One specific aspect of the policy merits special attention and action from the new administration: the vetting of money transfer agents, or money-service businesses. Often known as Hawalas, MTAs range from formal quasi-banking institutions, such as post offices, to mom-and-pop operations. While MTAs can be invaluable resources for diaspora communities to send remittances to family members and for aid organizations that work in failing states, too many of them engage in lax practices exploited by criminal syndicates and terrorist groups to conduct illicit activities that threaten our security and violate our most basic values, such as human trafficking.

The U.S. Treasury has sanctioned a number of MTAs around the world for laundering money for terrorists. Under the policy adopted in January, USAID signaled for the first time its intention to publish regulations and mandatory award provisions to vet MTAs. This will plug a significant gap in the agency’s humanitarian assistance oversight. Power should ask her team to prioritize this task.

Finally, the Biden administration should increase funding to support the important structural reforms at USAID that improved the agency’s vetting of partners. The changes replaced duplicative authorities and a fragmented, inefficient approach to screening partners with a comprehensive, centralized system led by the agency’s Office of Security, USAID’s liaison to the Intelligence Community and its Terrorist Screening Center

As a result, the Office of Security can now manage the hiring and allocation of vetting analysts, more of whom are needed to do the time-consuming work of due diligence on the recipients of awards, through one contract. USAID’s Missions and Senior Bureau officials will maintain final decision-making on the eligibility of organizations for funding, but the central management of vetting assistants empowers them with the information they need to ensure good stewardship of resources and minimize the prospect of diversion.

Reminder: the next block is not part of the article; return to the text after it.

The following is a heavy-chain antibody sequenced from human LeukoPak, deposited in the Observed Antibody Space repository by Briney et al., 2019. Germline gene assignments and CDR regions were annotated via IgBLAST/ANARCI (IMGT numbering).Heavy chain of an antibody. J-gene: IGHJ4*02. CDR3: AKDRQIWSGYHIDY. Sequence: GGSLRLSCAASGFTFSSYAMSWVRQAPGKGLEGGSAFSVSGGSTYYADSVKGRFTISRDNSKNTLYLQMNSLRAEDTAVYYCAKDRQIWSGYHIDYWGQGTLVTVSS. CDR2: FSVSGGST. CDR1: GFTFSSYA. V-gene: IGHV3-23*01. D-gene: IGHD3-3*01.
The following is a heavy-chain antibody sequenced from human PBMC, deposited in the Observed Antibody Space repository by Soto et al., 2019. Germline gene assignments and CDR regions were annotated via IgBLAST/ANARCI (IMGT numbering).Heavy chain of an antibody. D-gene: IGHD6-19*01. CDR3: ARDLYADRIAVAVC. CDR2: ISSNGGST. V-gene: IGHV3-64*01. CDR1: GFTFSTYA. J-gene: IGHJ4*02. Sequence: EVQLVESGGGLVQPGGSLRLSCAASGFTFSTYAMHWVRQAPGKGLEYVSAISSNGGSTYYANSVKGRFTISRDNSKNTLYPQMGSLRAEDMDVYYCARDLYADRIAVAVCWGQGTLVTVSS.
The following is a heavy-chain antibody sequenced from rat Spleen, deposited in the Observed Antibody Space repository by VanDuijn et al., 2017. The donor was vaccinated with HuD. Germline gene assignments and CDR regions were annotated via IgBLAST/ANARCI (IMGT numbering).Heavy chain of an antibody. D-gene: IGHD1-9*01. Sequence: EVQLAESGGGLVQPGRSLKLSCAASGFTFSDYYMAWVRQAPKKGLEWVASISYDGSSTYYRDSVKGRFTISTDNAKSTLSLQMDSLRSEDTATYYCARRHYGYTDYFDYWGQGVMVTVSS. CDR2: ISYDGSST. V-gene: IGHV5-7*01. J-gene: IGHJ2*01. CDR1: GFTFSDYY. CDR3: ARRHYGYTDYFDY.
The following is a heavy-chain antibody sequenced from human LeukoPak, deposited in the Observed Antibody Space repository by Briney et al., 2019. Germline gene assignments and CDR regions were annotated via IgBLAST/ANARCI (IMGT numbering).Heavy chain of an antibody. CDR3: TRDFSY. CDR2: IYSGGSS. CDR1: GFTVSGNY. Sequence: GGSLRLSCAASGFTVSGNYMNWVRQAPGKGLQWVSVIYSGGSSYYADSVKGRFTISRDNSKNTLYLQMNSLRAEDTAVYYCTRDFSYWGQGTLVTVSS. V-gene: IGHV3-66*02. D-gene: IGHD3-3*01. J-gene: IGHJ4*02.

Funding terrorism and conflict violates all ethical and humanitarian principles and erodes public support for USAID’s programs. The Trump administration’s reforms extended humanitarian aid vetting outside of Syria for the first time and responded to persistent demands from the Government Accountability Office, the Office of the Inspector General, and members of Congress for adequate protections for USAID’s humanitarian funds.

They protect our implementers against risks of running afoul of U.S. anti-terrorism laws. To fulfill the pledge she made at her confirmation hearing, Power should leave in place USAID’s policy and centralized structure for the vetting of humanitarian assistance and fund the hiring of additional vetting assistants, while moving expeditiously to publish specific regulations and mandatory grant or contract provisions for vetting MTAs.

These are reasonable steps to ensure that aid gets to those who need it while protecting us from those who would do us harm.